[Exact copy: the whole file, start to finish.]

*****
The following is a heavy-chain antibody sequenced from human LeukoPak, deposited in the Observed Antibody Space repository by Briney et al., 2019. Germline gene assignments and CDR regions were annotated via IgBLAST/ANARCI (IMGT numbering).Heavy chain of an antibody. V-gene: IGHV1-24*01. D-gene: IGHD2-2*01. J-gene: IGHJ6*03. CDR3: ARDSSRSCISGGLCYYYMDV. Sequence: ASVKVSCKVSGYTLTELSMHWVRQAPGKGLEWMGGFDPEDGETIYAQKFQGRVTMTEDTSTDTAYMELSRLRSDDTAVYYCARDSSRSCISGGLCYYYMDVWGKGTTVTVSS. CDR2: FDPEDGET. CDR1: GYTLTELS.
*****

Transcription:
The following is a heavy-chain antibody sequenced from human LeukoPak, deposited in the Observed Antibody Space repository by Briney et al., 2019. Germline gene assignments and CDR regions were annotated via IgBLAST/ANARCI (IMGT numbering).Heavy chain of an antibody. V-gene: IGHV1-24*01. D-gene: IGHD2-2*01. J-gene: IGHJ6*03. CDR3: ARDSSRSCISGGLCYYYMDV. Sequence: ASVKVSCKVSGYTLTELSMHWVRQAPGKGLEWMGGFDPEDGETIYAQKFQGRVTMTEDTSTDTAYMELSRLRSDDTAVYYCARDSSRSCISGGLCYYYMDVWGKGTTVTVSS. CDR2: FDPEDGET. CDR1: GYTLTELS.